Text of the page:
Violent actions and terrorist attacks against the official systems of societal control are commonplace, making Karachi an armed city. To make things worst, the military force often involved in circles of corruption, is failing to carry its protective role in society.


In sharp contrast with the corruption, violence and economic stagnation that characterize the city, an innovative process is taking place which sees the growth of a new social class strongly affected by typically Western symbols of economic and cultural development. Ironically, those are the same symbols which have been fought against and refused by the population for much of its history, at least on a theoretical level, and that are now transforming patterns of consumption significantly.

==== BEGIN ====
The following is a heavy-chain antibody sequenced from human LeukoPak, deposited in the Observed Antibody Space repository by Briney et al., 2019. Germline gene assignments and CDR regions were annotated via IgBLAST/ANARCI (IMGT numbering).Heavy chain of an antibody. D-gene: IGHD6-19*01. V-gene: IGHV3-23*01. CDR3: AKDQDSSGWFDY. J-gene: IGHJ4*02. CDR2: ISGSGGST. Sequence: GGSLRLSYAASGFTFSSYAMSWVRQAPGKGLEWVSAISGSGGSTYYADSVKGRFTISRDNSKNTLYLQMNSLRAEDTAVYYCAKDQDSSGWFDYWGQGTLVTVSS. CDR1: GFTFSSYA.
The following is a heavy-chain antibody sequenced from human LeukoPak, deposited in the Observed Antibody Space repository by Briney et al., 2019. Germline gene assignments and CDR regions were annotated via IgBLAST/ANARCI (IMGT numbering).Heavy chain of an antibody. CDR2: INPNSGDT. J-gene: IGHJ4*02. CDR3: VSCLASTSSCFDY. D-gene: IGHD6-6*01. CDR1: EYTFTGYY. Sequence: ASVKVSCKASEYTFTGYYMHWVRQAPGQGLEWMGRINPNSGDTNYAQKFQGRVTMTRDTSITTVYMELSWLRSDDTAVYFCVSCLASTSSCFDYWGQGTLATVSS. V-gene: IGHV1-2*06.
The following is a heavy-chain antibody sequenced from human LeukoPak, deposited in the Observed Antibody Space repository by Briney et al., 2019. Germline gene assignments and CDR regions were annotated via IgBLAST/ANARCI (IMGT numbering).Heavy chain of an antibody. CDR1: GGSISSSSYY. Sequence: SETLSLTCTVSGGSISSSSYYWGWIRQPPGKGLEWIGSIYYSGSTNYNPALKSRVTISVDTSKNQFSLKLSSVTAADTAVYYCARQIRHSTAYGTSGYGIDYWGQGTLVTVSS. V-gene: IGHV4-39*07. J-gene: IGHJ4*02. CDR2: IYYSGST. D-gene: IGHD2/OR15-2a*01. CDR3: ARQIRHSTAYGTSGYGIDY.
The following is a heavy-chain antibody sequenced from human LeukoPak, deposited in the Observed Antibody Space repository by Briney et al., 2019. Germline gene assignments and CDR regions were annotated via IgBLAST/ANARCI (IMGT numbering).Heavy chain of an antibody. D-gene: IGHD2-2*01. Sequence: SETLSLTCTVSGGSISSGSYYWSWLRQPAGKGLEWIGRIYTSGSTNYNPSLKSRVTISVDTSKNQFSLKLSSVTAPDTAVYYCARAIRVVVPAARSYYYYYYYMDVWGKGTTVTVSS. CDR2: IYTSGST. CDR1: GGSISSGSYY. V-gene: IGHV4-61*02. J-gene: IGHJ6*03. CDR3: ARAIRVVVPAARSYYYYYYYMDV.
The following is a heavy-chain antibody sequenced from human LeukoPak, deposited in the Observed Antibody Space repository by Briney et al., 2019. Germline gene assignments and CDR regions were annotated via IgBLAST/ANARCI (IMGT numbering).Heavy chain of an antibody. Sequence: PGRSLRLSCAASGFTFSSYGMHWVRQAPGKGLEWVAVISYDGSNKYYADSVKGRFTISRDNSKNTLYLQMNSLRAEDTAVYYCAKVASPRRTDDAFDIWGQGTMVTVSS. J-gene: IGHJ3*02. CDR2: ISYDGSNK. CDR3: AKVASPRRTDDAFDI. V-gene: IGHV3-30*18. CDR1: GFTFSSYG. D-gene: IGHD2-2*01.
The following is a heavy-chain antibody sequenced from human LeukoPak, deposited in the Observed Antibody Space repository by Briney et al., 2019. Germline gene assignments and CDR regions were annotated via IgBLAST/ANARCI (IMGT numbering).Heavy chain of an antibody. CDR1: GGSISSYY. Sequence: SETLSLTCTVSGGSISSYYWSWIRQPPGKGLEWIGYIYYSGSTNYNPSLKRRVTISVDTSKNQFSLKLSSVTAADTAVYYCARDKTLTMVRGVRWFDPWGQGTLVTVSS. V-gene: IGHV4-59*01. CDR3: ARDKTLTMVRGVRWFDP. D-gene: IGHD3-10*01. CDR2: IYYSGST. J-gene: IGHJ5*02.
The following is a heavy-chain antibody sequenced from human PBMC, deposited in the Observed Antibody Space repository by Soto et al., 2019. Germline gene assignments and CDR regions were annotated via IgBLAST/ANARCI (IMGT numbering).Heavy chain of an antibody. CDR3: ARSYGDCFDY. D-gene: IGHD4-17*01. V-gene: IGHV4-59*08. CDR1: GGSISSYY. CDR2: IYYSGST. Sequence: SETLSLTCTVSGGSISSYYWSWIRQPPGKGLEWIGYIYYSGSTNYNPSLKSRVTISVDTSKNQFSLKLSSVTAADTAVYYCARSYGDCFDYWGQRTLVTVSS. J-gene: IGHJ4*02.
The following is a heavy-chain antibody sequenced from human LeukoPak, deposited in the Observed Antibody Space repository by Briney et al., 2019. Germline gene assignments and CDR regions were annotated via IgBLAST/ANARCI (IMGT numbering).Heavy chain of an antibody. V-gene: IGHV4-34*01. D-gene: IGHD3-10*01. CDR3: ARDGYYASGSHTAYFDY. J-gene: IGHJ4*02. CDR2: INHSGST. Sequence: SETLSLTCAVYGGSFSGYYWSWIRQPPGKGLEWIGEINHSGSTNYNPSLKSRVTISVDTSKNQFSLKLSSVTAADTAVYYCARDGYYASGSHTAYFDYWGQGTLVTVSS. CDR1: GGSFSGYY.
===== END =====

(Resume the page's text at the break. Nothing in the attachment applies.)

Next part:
Parallel to revolutions in economic consumption, the Westernization process is also modifying the geography of the city and its surrounding territory. Gigantic shopping malls and popular American icons of consumption are more and more visible, and massive areas destined to people migrating from the country side (untimely to their social isolation) are being built at an unprecedented pace.


Karachi is therefore marked by a strong social paradox: The innovative energy of a young social class on the one hand and the ever apparent presence of violence, corruption and fear on the other. In the middle of this social contradiction, it is the new generation’s fight to keep its vital power which makes Karachi one of the most energetic cities of the Asian continent.


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